Becoming a better reader

I am naturally a galloping reader.  I rattle through books at top speed, eager to know what happens next, then (if the book is good) I’m gutted when I get to the last page.  I feel like I’ve lost a great friend.  

I don’t think there’s anything wrong with this approach – it’s an indicator of how much I’m enjoying the book in question and the fact that it’s a good page-turner.  But I sometimes think some of my appreciation of the book is lost in the speed at which I devour the words.  

Since I’ve started writing the way I read has definately changed.  Before I read mainly for enjoyment (I’m talking about novels here) but now I also read to learn.  I think about the author’s style, genre, characters, language and anything else I can absorb along the way.  I still read quickly but I think I appreciate and reflect more as I go along and it means that not only do I know whether I’ve enjoyed the novel, I also have a clearer understanding why.

I’ve just finished The Fearless by Emma Pass which I enjoyed a lot.  A great adventure, which I gobbled up at the usual speed.  But I stopped and reflected several times along the way so when I read the final page I knew exactly why I enjoyed it: sound plot, straightforward language, strong characters, each with their own clear voice (the chapters are written in the first person from the point of view of one of the three main characters which is very effective) and vivid settings (I was in no doubt where the story was without any unnecessary long descriptions). 

I think my point is that I enjoy books more now that I’m becoming a better reader!  I would love to know what your reading style is and whether you are a galloper or a reflector when it comes to reading…..

Book Review: Half Wild by Sally Green

When this book arrived it felt like a real treat – I’ve been looking forward to reading it ever since I finished its predecessor, Half Bad.  It’s the second in the Half Bad trilogy, which tells the story of Nathan Byrn – a half white, half black witch living in a world where (putting it mildly) the two do not get along.

In order to talk about Half Wild I need to say what Ioved about Half Bad (apologies if this turns into a review of both!).  I listened to an interview with Sally Green on Women’s Hour last year and felt drawn into the story as she spoke about it.  There are of course plenty of stories out there about witches and wizards and all things magical but this one sounded different.  And intriguing.  A genre I love, written by a former professional (in her case accountant, in my case lawyer).  I must read this book, thought I!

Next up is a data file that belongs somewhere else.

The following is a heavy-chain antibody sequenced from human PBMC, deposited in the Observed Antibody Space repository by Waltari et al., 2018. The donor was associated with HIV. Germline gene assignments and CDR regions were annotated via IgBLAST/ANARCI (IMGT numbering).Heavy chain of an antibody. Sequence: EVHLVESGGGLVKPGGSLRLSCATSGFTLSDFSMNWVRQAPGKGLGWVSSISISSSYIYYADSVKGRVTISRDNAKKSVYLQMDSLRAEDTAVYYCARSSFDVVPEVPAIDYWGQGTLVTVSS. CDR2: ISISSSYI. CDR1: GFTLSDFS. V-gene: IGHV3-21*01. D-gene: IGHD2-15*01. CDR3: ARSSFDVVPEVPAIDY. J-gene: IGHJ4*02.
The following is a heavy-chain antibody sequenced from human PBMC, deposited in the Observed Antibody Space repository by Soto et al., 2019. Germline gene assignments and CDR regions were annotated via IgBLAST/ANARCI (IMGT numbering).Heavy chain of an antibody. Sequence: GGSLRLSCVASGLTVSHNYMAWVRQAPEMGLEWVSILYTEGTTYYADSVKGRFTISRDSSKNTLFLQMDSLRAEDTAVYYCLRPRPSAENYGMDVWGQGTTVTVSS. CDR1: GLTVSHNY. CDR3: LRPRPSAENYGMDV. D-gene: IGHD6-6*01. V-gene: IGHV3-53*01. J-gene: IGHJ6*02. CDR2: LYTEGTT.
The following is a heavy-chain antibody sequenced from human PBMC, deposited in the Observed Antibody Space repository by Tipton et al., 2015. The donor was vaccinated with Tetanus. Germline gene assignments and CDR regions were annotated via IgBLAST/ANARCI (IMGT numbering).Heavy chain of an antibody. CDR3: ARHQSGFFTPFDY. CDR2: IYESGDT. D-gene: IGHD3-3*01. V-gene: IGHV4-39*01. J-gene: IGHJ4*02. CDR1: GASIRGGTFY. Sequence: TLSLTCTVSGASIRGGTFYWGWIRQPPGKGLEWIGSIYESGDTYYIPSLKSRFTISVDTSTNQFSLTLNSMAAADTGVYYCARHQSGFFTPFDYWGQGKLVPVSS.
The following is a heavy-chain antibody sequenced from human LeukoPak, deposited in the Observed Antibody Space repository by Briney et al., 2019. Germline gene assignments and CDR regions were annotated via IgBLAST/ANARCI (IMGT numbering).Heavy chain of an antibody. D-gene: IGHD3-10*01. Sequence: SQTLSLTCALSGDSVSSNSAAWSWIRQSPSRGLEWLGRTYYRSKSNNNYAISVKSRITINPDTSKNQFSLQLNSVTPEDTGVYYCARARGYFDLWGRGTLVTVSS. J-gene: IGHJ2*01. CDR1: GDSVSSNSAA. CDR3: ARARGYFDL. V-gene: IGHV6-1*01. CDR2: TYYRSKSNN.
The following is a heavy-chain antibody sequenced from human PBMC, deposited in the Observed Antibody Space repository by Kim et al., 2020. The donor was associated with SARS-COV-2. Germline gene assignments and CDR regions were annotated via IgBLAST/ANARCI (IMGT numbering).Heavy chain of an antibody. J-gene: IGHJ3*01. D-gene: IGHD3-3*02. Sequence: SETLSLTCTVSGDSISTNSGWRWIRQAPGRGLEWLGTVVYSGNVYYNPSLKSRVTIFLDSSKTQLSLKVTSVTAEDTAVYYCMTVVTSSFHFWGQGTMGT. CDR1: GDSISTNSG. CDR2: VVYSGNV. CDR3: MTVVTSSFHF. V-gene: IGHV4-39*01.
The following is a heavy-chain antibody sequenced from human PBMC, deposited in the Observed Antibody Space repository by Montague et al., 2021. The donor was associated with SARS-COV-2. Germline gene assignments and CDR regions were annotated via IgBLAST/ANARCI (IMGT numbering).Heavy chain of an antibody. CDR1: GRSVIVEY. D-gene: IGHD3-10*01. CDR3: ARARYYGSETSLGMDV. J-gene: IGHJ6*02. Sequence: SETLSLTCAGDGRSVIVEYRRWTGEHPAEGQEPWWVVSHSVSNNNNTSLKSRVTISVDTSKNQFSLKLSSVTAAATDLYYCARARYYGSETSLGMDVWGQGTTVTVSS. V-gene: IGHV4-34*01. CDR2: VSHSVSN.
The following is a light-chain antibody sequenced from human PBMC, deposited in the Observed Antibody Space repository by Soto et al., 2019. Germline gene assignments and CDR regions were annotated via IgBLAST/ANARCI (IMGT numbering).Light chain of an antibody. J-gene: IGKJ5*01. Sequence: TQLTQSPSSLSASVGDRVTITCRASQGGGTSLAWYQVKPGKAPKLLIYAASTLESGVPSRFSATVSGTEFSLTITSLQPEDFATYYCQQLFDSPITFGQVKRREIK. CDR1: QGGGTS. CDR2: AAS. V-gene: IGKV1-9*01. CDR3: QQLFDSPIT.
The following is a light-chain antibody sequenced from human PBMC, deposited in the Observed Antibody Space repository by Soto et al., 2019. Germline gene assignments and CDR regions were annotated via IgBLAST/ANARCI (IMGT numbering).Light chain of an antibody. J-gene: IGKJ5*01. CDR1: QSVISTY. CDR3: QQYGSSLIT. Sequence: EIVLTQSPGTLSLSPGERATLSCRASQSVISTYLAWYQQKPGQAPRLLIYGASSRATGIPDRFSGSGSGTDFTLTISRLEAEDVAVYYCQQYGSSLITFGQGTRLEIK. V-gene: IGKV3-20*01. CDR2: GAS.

Half Bad is all about Nathan himself, how he becomes a fully fledged witch and deals with some pretty horrendous things along the way.  I think that it is so tempting, especially in this genre to throw your main character straight into the acton, not giving them a chance to process what is happening to and around them.  After all we are eager to get into the adventure as quickly as possible!  But Half Bad does both adventure and character so effectively.  Sally takes us straight into the action and intrigue (I was hooked instantly) but this is unmistakably Nathan’s journey and his way through it is wonderful to read.

Nathan is a great character, developed further throughout Half Wild; again an engaging balance between action and character.  I enjoyed the other characters too: Mercury, Celia, Van, Gabriel, Annalise and Marcus to name a few – not typically all good or all bad but instead all wonderfully flawed and rounded.  Even the ‘baddies’ have elements which you want to like about them and nothing is black or white (in the usual not the witch sense!) – this theme is clear through both books.

I’m not going to give away much about the plot of Half Wild but Nathan’s story continues – he discovers his powerful Gift, given to him by his father, Marcus (a powerful Black Witch with dubious violent tendencies) and he learns how to use and live with it.  He is determined to rescue the girl he is in love with and his relationships with the other key characters develop and deepen.  And the story of the increasingly dangerous conflict between White Witches and Black Witches continues.

Sally’s writing style is punchy and distinctive and suits the story and the voice of Nathan so well.  I liked the use of the second person point of view at the beginning of Half Bad, which returns briefly at the very end of Half Wild, setting it up beautifully for the story’s conclusion in book three, which is due to be out in March next year.  So you have plenty of time to read the first two before then!

PS I know you shouldn’t judge books by their covers, but these two are brilliant, as are the blurbs on the back 🙂

PPS There’s a great interview with the author here: http://www.theguardian.com/childrens-books-site/2015/mar/27/sally-green-interview-waterstones-half-bad-wild

Do The Work

I am a bit behind with a few things this week.  Blogging, NaNo novel (for new readers I am taking part in National Novel Writing Month and attempting to write 50,000 of a novel during November), laundry, general house sorting, to name a few.  I’m blaming half term, (wonderful) family visiting and then a trip to Disneyland Paris, so some lovely distractions!

On Monday I was finally back at my desk writing and I only managed a paltry 744 words that day.  Still, the important thing is that I wrote something.  Some words (however bad they are) are better than no words at all.